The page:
Mao Zedong: That is good. When you are forced to read something, that probably is good for you. Some say that I have never committed any mistake. As a matter of fact, I believed in Confucius' feudalism when I was a little boy. Later, when I entered school, I believed in capitalism, taking (George] Washington and Napoleon as great heroes, and looking upon (Oliver] Cromwell, (Duke of] Wellington, and Admiral [Horatio] Nelson as wonderful human beings. During (Nikita) Khrushchev's times, he often claimed that war was inevitable. But now they (the Soviet leaders] no longer make this kind of noise. To say that war is inevitable really means that war is avoidable. In recent years they no longer mention this issue. Isn't that they seldom touch upon this issue?

Kang Sheng: They never mention this issue now. They sent troops to Czechoslovakia. At the Polish Party's Fifth National Congress (Ed. note: 11-16 November 1968), this issue was not mentioned.

Mao Zedong: If that is the case, they, both the United States and the Soviet Union, and some other countries, preparing to spread the war. As far as this is concerned, it seems that a war might begin. I am not quite sure about this question. Therefore I want to ask for your advice. But I can not force you to answer this question immediately.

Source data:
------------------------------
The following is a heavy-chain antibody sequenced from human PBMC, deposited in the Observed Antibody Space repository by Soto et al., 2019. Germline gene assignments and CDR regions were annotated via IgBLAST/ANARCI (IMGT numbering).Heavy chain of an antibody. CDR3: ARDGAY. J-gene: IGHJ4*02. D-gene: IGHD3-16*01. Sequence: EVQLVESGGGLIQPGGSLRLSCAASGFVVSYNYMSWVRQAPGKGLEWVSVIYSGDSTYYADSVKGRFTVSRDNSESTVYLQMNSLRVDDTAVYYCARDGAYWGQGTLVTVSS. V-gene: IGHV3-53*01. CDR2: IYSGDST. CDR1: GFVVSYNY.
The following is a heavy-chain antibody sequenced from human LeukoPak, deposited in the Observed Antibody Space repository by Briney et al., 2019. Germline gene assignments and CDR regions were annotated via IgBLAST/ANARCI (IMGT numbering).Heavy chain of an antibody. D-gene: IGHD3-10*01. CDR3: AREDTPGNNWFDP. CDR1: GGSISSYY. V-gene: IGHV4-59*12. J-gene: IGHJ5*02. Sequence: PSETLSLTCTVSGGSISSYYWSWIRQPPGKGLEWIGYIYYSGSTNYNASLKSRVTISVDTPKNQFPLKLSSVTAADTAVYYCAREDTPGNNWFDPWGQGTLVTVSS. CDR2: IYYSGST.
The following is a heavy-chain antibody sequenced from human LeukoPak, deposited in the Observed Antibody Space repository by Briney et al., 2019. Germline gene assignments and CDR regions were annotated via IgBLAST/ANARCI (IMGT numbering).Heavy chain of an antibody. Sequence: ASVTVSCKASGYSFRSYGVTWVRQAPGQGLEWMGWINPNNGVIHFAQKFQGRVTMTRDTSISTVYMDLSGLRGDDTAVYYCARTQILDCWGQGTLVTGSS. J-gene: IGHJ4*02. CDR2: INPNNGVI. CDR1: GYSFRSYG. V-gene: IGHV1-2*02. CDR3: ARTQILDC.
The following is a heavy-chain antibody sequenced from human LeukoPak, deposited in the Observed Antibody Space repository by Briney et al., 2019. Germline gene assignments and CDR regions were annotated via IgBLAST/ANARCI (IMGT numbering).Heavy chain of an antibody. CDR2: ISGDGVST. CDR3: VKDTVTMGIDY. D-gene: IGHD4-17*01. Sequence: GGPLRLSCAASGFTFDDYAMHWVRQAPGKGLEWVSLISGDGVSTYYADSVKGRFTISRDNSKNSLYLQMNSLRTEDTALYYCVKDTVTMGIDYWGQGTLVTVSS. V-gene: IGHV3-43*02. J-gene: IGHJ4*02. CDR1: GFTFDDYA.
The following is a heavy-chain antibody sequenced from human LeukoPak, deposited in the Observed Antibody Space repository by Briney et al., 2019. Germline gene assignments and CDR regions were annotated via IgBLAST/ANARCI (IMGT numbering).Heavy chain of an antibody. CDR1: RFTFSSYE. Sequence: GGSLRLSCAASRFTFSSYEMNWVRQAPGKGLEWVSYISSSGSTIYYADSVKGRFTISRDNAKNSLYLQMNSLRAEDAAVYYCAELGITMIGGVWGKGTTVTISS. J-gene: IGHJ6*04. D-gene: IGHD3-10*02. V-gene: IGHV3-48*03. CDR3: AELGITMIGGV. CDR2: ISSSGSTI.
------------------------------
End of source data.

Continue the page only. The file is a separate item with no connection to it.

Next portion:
reflect on this issue? We will come back to discuss this issue in one year's time. But we must take people's consciousness into our consideration. When the United Sates stopped bombing North Vietnam, American soldiers in Vietnam were very glad, and they even cheered. This indicates that their morale is not high. Is the morale of American soldiers high? Is the morale of Soviet soldiers high? Is the morale of the French, British, German, and Japanese soldiers high? The student strike is a new phenomenon in European history. Students in the capitalist countries usually do not strike. But now, all under the heaven is great chaos. Mainly in Europe, in the

United States, in Latin America, and in Japan, there are student strikes. Are there also student strikes in your country?

Hill: Yes.